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Volume 65, Issue 6

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Multiplex PCR amplification of 13 microsatellite loci for Aquila chrysaetos in forensic applications

Marcela Bielikova
  • Department of Molecular Biology, Faculty of Natural Sciences, Comenius University, Mlynska dolina B2, SK-84215, Bratislava, Slovakia
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/ Andrej Ficek
  • Department of Molecular Biology, Faculty of Natural Sciences, Comenius University, Mlynska dolina B2, SK-84215, Bratislava, Slovakia
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/ Danka Valkova
  • Department of Molecular Biology, Faculty of Natural Sciences, Comenius University, Mlynska dolina B2, SK-84215, Bratislava, Slovakia
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/ Jan Turna
  • Department of Molecular Biology, Faculty of Natural Sciences, Comenius University, Mlynska dolina B2, SK-84215, Bratislava, Slovakia
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Published Online: 2010-10-15 | DOI: https://doi.org/10.2478/s11756-010-0112-9

Abstract

The golden eagle (Aquila chrysaetos) is an endangered raptor, which is threatened mainly by illegal egg and nestling robbery. Here we describe a fluorescently labeled, multiplex PCR method using 13 microsatellite markers, which provides a powerful tool for the individual identification and parentage testing of the Golden eagle. This test should be applicable to both forensic analysis and population studies. Fifteen polymorphic loci from A. chrysaetos were cross-amplified. Subsequent PCR condition optimization led to the successful co-amplification of 13 different loci in a single PCR reaction. Fifty samples from wild-living individuals and 89 samples from captive-bred individuals were examined. The results indicated that both populations have similar levels of moderate inbreeding, unsurprising in a small population. This probability of excluding a random individual in parentage analysis was 0.9912 for the wild population and 0.9932 in the captive-bred one in the case that both the individual and its mother were examined together. The probability of identity was estimated to be 3 × 10−8 for the wild and 4 × 10−8 for the captive-bred populations. Given the size of the Slovak golden eagle population, this test should therefore be sufficient to reliably identify individual raptors and assess parentage in both conservation studies and forensic analysis.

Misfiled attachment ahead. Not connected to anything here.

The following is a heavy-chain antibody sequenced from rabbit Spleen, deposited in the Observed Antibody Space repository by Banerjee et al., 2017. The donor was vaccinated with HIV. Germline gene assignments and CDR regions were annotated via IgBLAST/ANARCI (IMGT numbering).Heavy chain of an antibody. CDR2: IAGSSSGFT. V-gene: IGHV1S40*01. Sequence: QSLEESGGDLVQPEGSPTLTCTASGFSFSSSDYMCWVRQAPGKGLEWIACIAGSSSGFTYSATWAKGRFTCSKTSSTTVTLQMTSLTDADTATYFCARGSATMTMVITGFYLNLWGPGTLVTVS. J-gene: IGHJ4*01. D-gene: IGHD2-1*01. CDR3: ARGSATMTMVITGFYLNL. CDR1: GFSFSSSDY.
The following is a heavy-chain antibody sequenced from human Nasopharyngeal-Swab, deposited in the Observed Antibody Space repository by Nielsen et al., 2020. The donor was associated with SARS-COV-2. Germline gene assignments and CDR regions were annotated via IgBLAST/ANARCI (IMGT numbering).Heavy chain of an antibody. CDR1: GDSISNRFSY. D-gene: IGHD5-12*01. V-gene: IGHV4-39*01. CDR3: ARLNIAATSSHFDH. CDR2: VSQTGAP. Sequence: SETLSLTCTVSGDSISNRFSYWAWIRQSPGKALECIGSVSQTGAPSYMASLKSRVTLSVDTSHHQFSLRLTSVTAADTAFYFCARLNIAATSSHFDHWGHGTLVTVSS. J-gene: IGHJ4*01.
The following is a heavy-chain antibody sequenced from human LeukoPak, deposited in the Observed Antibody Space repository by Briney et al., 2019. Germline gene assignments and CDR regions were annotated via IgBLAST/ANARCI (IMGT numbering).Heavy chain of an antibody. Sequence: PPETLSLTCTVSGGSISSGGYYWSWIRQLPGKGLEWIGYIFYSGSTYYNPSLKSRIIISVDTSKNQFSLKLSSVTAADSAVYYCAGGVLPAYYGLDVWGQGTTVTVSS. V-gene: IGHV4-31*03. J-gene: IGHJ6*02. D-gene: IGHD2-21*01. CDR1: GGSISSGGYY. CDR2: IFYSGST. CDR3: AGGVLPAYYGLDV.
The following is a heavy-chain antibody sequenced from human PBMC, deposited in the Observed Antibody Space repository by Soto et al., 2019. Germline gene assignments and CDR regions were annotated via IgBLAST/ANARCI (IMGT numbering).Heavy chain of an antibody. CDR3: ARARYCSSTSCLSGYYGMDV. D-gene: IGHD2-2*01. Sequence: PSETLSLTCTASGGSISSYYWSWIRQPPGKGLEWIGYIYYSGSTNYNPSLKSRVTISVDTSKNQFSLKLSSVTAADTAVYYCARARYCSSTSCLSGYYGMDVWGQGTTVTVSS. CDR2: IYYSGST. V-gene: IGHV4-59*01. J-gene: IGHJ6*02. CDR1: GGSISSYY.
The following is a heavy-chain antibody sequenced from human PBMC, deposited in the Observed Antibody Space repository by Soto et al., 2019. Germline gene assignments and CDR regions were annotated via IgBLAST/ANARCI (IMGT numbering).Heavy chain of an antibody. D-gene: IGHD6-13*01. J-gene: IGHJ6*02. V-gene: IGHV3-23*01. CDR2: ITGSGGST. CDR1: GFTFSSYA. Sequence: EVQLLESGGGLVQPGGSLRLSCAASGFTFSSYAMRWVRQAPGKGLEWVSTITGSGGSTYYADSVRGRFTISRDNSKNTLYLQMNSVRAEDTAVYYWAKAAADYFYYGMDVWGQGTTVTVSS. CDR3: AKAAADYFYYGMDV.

Keywords: Aquila chrysaetos; golden eagle; microsatellites; multiplex-PCR; parentage assessment

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About the article

Published Online: 2010-10-15

Published in Print: 2010-12-01


Citation Information: Biologia, Volume 65, Issue 6, Pages 1081–1088, ISSN (Online) 1336-9563, ISSN (Print) 0006-3088, DOI: https://doi.org/10.2478/s11756-010-0112-9.

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© 2010 Slovak Academy of Sciences. This work is licensed under the Creative Commons Attribution-NonCommercial-NoDerivatives 3.0 License. BY-NC-ND 3.0

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